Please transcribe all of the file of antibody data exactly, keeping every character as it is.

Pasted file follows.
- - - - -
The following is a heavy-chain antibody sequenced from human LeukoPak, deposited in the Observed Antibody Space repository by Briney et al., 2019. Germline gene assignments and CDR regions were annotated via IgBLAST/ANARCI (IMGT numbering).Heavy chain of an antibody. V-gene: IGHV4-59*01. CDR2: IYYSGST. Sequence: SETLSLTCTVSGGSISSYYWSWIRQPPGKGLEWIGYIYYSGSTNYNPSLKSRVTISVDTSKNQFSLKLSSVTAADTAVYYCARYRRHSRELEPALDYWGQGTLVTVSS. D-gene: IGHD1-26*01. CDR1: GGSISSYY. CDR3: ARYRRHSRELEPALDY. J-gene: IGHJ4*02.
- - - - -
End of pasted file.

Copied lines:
The following is a heavy-chain antibody sequenced from human LeukoPak, deposited in the Observed Antibody Space repository by Briney et al., 2019. Germline gene assignments and CDR regions were annotated via IgBLAST/ANARCI (IMGT numbering).Heavy chain of an antibody. V-gene: IGHV4-59*01. CDR2: IYYSGST. Sequence: SETLSLTCTVSGGSISSYYWSWIRQPPGKGLEWIGYIYYSGSTNYNPSLKSRVTISVDTSKNQFSLKLSSVTAADTAVYYCARYRRHSRELEPALDYWGQGTLVTVSS. D-gene: IGHD1-26*01. CDR1: GGSISSYY. CDR3: ARYRRHSRELEPALDY. J-gene: IGHJ4*02.